By David Christopher M.H.

When I recommend drinking carrot juice on a daily bases, or even just eating carrots, I am still asked “But, David, what about the high sugar content of carrots? Ever since the South Beach Diet emphasized the Glycemic Index, people have developed a phobia for some very beneficial foods, like carrots.  Currently, carrots are classified as “low” on the Glycemic Index, scoring 39 - for cooked and 45 - for juiced (The scale is 0=water to 100=glucose).  Other foods at the same level are polished white rice, macaroni, and a Snickers bar!  In fact table sugar is only 20 points higher at 65.  Needless to say, the Glycemic Index can be confusing. The Glycemic Index can be a useful tool, but only if we keep in mind the true nature of food.

Glucose is not a nasty word and we should not shun it.  Glucose is the fuel that runs every cell of our bodies.  Whole, fresh foods that are high in glucose are foods we should use for immediate energy needs.  Highly processed foods with high or added glucose should be avoided (these are classified as High Glycemic Load foods).  These highly processed foods are digested far too quickly and trigger an insulin release from the pancreas; which is just doing its job by protecting the body from high blood sugar levels.  This quick response, for many people, creates an overshoot in the production of insulin and the body is left with a deficiency of glucose.  When glucose levels crash, hunger is stimulated especially for starchy or sugary foods.  If the person satisfies this crash with the same processed foods that caused the problem, a vicious cycle of feast or famine is created and this leads to stress on the beta cells of the pancreas, resulting in insulin resistance and eventually Type II diabetes.  There is no evidence that the naturally occurring sugars, in fresh whole fruits and vegetables, has any adverse effects on the body.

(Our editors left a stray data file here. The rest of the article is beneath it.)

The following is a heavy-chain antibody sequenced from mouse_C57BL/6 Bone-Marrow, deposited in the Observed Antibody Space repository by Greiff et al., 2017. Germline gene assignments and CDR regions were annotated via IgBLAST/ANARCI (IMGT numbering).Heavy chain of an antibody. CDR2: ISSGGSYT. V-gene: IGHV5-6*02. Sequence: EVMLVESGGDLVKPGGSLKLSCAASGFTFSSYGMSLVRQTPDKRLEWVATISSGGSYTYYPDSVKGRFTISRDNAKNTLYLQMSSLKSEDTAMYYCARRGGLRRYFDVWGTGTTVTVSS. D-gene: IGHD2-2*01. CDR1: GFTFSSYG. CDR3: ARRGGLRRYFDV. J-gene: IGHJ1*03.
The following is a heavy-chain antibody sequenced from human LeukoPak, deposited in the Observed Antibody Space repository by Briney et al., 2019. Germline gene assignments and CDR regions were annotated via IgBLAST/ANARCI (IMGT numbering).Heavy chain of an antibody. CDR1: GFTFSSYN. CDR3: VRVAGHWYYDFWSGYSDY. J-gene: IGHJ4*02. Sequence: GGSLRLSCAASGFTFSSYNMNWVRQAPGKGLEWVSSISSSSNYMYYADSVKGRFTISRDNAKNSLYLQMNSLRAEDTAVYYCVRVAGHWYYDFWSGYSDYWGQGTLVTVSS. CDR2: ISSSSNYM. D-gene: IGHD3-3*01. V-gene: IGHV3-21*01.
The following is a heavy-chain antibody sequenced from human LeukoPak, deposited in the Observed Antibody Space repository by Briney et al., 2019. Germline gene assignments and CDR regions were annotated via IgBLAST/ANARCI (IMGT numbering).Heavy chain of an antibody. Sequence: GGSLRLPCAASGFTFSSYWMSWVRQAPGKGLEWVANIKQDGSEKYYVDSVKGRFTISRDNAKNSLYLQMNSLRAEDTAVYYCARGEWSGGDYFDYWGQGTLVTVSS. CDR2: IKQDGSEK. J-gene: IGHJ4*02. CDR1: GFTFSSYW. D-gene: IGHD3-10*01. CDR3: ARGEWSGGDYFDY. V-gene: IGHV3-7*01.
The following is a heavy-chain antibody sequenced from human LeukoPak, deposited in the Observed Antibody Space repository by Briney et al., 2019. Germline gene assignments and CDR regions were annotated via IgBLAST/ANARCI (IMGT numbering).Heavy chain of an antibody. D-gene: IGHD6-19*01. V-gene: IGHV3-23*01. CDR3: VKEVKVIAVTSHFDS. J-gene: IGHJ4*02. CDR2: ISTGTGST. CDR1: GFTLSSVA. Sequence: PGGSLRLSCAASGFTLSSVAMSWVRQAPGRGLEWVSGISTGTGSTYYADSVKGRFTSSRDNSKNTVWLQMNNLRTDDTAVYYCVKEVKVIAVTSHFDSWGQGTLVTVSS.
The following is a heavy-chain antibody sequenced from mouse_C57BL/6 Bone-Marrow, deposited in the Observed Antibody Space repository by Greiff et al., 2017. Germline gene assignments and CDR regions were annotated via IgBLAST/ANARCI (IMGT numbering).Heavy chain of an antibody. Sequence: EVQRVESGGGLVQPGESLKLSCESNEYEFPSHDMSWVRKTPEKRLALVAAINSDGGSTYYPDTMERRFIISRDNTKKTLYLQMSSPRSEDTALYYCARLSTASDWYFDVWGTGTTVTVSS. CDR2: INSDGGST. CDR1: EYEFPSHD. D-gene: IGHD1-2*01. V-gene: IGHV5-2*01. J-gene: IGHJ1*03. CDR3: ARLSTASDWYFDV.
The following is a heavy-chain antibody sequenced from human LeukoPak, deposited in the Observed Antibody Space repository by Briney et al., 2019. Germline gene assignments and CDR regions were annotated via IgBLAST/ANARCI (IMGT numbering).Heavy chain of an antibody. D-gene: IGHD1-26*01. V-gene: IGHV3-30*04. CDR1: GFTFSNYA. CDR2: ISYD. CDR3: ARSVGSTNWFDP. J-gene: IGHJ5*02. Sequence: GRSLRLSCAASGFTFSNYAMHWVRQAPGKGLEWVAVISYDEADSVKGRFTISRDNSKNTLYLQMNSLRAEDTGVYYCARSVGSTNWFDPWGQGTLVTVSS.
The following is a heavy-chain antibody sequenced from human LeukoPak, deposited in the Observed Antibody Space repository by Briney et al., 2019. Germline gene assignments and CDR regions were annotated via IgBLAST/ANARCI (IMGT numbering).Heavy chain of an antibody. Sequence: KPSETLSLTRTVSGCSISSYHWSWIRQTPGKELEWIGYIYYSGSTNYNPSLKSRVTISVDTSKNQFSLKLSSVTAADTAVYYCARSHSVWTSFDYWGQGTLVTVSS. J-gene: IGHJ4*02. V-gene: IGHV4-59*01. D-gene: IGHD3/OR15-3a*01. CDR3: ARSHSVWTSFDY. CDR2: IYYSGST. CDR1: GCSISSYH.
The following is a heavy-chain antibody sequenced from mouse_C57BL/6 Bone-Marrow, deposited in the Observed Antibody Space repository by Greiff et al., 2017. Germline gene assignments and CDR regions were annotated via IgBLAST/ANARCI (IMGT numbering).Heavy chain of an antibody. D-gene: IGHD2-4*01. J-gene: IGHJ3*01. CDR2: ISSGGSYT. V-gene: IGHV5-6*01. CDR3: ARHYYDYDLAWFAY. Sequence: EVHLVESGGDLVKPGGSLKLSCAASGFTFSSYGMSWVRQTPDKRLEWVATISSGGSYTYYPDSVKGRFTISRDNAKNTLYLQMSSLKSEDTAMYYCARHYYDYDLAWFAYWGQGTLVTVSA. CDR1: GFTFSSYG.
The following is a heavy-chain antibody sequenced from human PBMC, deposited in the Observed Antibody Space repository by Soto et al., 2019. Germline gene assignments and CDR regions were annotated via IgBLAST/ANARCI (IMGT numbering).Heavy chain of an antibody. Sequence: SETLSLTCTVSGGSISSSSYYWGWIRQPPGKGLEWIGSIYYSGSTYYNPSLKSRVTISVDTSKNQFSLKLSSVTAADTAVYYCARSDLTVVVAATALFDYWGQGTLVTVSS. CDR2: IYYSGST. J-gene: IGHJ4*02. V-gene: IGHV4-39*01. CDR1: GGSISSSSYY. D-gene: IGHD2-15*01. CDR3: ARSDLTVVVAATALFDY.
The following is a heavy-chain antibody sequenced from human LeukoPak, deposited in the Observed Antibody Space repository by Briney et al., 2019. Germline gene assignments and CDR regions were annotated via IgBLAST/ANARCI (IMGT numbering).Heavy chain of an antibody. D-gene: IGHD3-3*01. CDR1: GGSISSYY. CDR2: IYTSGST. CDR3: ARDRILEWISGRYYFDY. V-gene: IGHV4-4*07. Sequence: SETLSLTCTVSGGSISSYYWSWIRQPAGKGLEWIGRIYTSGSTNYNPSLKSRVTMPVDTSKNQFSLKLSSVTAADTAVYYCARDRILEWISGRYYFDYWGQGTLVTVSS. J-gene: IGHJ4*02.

Another related question that I often respond to is “Which is worse glucose or fructose?”  Again, in their whole, fresh, natural states, as fresh fruits and vegetables, neither is a problem.  They are both beneficial, glucose for immediate use and fructose for later use.  Fructose cannot be used by the cells until converted to glucose by the liver.  Fructose is used by diabetics because it doesn’t raise blood sugar.  However, if enough is consumed, as with the highly processed (manufactured) high fructose corn syrup, it overwhelms the liver and the excess is converted to fat.

Artificial Sweeteners should never be used.  These substances trick the body into responding to an energy source with no energy available.  So in response to a perceived intake of glucose the pancreas secretes insulin.  High insulin levels stimulate the production of fat cells.  High insulin levels also stimulate the liver to convert glycogen (stored, chained glucose) to glucose, again raising blood sugar, and again overworking the pancreas.  The only safe and usable sugars are in fresh, whole, live foods.